“I’ve always been the kind of person that would jump in my car and go, go, go; do things on my own, take trips, and just go,” said Cayce.
But what happens when the way you see the world for 37 years all of a sudden goes dark?
“The fear that there was to have suddenly blackness was terrifying,” said Cayce.
Last January, Cayce was having health issues. While dealing with an infection, she woke up one morning to a discovery that would change her life instantly and maybe forever: her sight was gone.
“It was terrifying: having people come into your room and not announce themselves, and just on so many levels, it was absolutely frightening,” said Cayce.
The Bureau of Services for Blind Persons (BSBP) training center was established in 1970 in Kalamazoo. In Michigan, it is the only residential learning center for people who are legally blind.
“The Bureau and the training center’s mission really is to assist Michigan’s blind community in achieving independent living, and to become employed,” said Edward Rodgers, BSBP director.
Census data shows about two-percent of Michigan’s population are blind. In 2014, the BSBP placed about 150 to 200 people in jobs.
“No matter what your disability is everybody wants to be independent,” said Amanda Schoonover, a new student at the center.
Instructors individualize each student’s time here throughout the center’s five programs.
First with vocational rehabilitation, students re-gain skills by learning accommodations.
That means learning new languages: learning to read Braille, and then how to use a computer again with different keyboard commands.
The center teaches adaptive computer skills with software called “JAWS,” a screen-reading and large-print program.
“There’s a multiplicity of keystrokes to learn for every application you may use, but once you use these, you can cruise around a pc very nicely,” said Greg Green, a former Amway IT business analyst.
Students learn life-skills again, like cooking. They use tools like marked buttons on microwaves, label spices with Braille, and adapt measuring spoons by bending them, in order to scoop instead of pour.
And down the hall, this may sound surprising at first, you’ll find students using power saws and tools to wood-work; to become comfortable with home maintenance.
“They follow the rules more closely because they’re not going to second-guess their vision,” said Lee Greenacre, BSBP industrial arts instructor.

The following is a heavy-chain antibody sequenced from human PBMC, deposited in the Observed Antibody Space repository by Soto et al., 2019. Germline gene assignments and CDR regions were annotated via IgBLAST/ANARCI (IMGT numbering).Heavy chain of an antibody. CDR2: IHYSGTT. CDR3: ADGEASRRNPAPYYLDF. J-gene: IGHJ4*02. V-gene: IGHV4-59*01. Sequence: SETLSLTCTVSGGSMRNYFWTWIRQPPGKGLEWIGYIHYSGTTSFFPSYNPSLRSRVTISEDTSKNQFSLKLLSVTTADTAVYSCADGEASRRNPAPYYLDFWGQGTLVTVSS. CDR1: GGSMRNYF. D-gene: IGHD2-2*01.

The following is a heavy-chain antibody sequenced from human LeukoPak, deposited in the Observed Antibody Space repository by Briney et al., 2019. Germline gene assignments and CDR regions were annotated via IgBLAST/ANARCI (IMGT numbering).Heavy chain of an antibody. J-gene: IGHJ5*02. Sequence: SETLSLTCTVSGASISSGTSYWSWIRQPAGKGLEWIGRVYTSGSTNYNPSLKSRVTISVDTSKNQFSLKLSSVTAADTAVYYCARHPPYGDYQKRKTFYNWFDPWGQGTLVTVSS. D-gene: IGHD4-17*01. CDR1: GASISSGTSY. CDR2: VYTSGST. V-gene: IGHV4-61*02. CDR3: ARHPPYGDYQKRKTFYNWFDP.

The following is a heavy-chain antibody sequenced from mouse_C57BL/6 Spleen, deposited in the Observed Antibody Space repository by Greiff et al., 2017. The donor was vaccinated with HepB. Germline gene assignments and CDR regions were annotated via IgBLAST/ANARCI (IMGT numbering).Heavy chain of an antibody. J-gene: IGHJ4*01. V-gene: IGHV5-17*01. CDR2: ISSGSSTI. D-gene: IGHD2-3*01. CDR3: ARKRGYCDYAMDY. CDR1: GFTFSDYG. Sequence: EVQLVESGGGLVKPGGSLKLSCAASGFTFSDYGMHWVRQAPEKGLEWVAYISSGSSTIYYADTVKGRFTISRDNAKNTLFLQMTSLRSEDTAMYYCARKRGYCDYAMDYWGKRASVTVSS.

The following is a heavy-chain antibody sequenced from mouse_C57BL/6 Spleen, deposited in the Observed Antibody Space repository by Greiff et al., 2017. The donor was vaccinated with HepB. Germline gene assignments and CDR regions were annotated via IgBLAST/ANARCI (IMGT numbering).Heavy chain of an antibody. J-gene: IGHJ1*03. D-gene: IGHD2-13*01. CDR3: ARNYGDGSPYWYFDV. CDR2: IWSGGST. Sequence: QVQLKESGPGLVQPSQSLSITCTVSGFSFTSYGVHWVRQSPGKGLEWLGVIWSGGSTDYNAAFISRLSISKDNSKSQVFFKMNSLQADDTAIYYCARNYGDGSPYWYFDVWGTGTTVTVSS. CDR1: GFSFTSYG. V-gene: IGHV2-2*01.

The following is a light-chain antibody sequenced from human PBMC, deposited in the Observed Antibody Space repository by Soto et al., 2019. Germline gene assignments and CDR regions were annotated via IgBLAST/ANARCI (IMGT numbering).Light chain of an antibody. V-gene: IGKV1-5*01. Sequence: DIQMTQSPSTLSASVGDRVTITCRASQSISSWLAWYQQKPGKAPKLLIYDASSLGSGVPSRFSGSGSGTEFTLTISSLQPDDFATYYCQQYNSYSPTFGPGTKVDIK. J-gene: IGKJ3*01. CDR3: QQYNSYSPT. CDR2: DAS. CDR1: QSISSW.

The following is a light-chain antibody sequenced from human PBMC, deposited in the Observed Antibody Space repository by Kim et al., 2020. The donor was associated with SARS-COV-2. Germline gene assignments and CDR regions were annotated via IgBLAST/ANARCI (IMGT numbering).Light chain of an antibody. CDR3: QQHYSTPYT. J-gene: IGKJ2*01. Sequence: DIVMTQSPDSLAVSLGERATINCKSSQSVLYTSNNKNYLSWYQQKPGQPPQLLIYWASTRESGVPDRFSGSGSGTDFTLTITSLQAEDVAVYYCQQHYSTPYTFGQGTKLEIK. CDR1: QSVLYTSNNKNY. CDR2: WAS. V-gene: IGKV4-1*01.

Then in life-skills, students learn little life-hacks and other tricks to make things easier.
“You reconnect where you feel as though perhaps you’ve lost that ability to be productive; now you regain it, and you regain by doing it and learning how to do it,” said Mary Zemlick, BSBP occupational therapist and arts and crafts instructor.
Skill on top of skill, it’s all preparing students to re-enter the work force confidently, and to connect the peers with each other.
“We’re preparing competent individuals who can compete with their sighted peers,” said Lisa Kisiel, BSBP training center director.
For the last five months, Cayce has been living as a student at the center.
“I can actually hear when I’m walking in the hallway, when the hallway opens,” Cayce explained.
She's made lasting friendships. And now, she's got her freedom back.
“To now just be able to go wherever I want, to do whatever I want, and to know I can do it safely and I’m okay, and I don’t have to wait on people,” said Cayce. “I have that independence back and that’s so wonderful, and I would not have that in my life if it wasn’t for the center.”
And perhaps most inspirational of all is, in every keyboard command, food prep, class lecture, and in every single step, there is an unrelenting positive attitude.
“Losing my vision has I think improved my outlook on life,” said Cayce.
When FOX 17 asked Cayce if losing her vision changed her identity, she said something that should not be forgotten:
“I’ve been able to really focus on what is important, like finding my joy in life every day,” said Cayce. “I feel like I have so much left to live, and so much ahead of me in this world. Just because my vision isn’t there, I don’t think that should change anything.”
Rodgers said the BSBP’s annual budget is about $23 million; about 80-percent is federally funded by the Vocational Services Administration, and approximately 20-percent funded by the state.
For anyone who would like services, or to learn more about the Bureau of Services for Blind Persons and its training center, call this number: 1-800-292-4200.
See the BSBP website.